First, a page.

Understanding RxJS and Redux-Observable

I’ve been trying to learn RxJS and Redux-Observable. It’s taken me quite a bit of time. In this post, I attempt to make sense of some of the key principles using more understandable language.

To start with, these are some key concepts to understand when learning RxJS:

  • Observable: An interface that listens for incoming notifications over a period of time and pushes them to another interface that reacts to them.
  • Subscription: When an Observable interface starts doing its work, i.e. listening for notifications and pushing them out.
  • Observer: An interface that reacts to data pushed from an Observable.
  • Operators: Functions used to manipulate an Observable’s output, e.g. filter, map, reduce, etc.

Here’s a simple example from the ReactiveX docs of registering event listeners.

const button = document.querySelector('button');
button.addEventListener('click', () => console.log('Clicked!'));

In RxJS you do this:

var button = document.querySelector('button');
Rx.Observable.fromEvent(button, 'click')
.subscribe(() => console.log('Clicked!'));

Let’s see what’s in play here:

  • Rx.Observable.fromEvent(button, ‘click’) is the interface that listens for button click events (Observable).
  • A callback function receives notification of the click event and logs Clicked! to the console (Observer).
  • We call our Observable, passing it the Observer callback (Subscription).

Creating Observables

We can create observables by converting them from:

  • One or multiple values.
Rx.Observable.of(‘foo’, ‘bar’);
  • From an array of values:
  • From an event:
Rx.Observable.fromEvent(document.querySelector(‘button’), ‘click’);
  • From a promise:
  • An AJAX request:

We can also create observables using Observable.create:

var foo = Rx.Observable.create(function (observer) {
setTimeout(() => {
}, 1000);
foo.subscribe(function (x) { 

Notice observer has next and complete methods. These are what Observables use to interface with Observers. next allows the Observable to push values to the Observer (and allows the Observer to receive values). complete terminates the Observable-Observer interface contract.

mergeMap (flatMap)

Transformation operators allow you to transform the output of Observables. A common one is mergeMap.

mergeMap first transforms each source value to another Observable. It then applies MergeAll to flattens the inner Observables into one Observable.

const source = Rx.Observable.of('Hello');
const example = source.mergeMap(val => Rx.Observable.of(`${val} World!`, `${val} John!`));
const subscribe = example.subscribe(val => console.log(val)); // Hello World!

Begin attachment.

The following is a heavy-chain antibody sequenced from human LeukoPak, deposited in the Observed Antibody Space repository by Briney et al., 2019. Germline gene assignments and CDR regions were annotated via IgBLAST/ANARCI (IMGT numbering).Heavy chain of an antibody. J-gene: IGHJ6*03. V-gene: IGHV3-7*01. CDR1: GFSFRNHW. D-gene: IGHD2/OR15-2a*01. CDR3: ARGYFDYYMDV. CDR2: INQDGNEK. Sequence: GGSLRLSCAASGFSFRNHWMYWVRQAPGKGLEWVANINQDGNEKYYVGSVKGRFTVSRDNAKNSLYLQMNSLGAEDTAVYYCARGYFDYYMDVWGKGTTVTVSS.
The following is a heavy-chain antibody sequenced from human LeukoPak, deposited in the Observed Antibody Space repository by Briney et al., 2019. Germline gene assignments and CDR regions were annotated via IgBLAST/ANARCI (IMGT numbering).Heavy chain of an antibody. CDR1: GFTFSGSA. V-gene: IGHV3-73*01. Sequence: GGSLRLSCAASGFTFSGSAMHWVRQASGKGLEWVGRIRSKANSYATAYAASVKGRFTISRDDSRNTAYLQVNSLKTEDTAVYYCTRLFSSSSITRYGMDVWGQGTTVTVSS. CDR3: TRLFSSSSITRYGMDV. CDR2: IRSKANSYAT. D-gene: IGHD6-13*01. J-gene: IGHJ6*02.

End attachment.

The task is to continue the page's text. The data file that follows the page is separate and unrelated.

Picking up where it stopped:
You might wonder (as I did) how this is different from just using map. And why first transform the source value to an Observable?

const source = Rx.Observable.of('Hello');
const example = source.map(val => `${val} World!`);
const subscribe = example.subscribe(val => console.log(val)); // Hello World!

Same result! However, this example produces one output value for each input value. If you wanted to produce more than one output value per input value, you would need to map to an Observable:

const source = Rx.Observable.of('Hello');
const example = source.map(val => Observable.of(`${val} World!`, `${val} John!`));
const subscribe = example.subscribe(val => console.log(val)); //

But this results in an observable that produces observables. Not very useful. To get it to produce actual values, we need to join the outputted observables together into one stream. We do that using mergeAll.

const source = Rx.Observable.of('Hello');
const example = source.map(val => Observable.of(`${val} World!`, `${val} John!`));
const subscribe = example.subscribe(val => console.log(val)); //
Hello World Hello John


How does mergeMap differ from concatMap?

concatMap also first maps each source value to an Observable. The difference is it applies concatAll instead of mergeAll. I think nothing explains it better than the diagrams in this post.

concatAll flattens several Observables into one stream which allows each Observable to finish pushing its values before outputting the values of the next Observable:




mergeAll flattens several Observables into one stream which outputs values as soon as pushed by any Observable, even if another Observable has not finished pushing its values.





Redux-Observable allows us to apply RxJS principles to the realm of Redux. It creates Observables that listen for actions, intercept them before they hit the reducer and push them to store.dispatch (the Observer). Redux-Observable calls these special Observables Epics. Here’s an example from the Redux-Observable docs:

import { ajax } from 'rxjs/observable/dom/ajax';

// Action creators
const fetchUser = username => ({ type: FETCH_USER, payload: username });
const fetchUserFulfilled = payload => ({ type: FETCH_USER_FULFILLED, payload });

// Epic
const fetchUserEpic = action$ =>
.mergeMap(action =>
.map(response => fetchUserFulfilled(response))
// Dispatch FETCH_USER action

Here, we have action creators that return pure actions. An Observable (Epic) named fetchUserEpic is created which listens for the FETCH_USER action.

The Observer is store.dispatch and its subscription to the root epic has been abstracted away. Under the hood, it looks like this:

epic(action$, store).subscribe(store.dispatch)

When FETCH_USER is dispatched, fetchUserEpic maps it to another Observable which listens for a JSON response to an AJAX request. Once received, the response is mapped to the FETCH_USER_FULFILLED action.

mergeMap joins all outputted Observables into one stream using mergeAll.

There are a lot more concepts and operators to learn but this much helped me get started.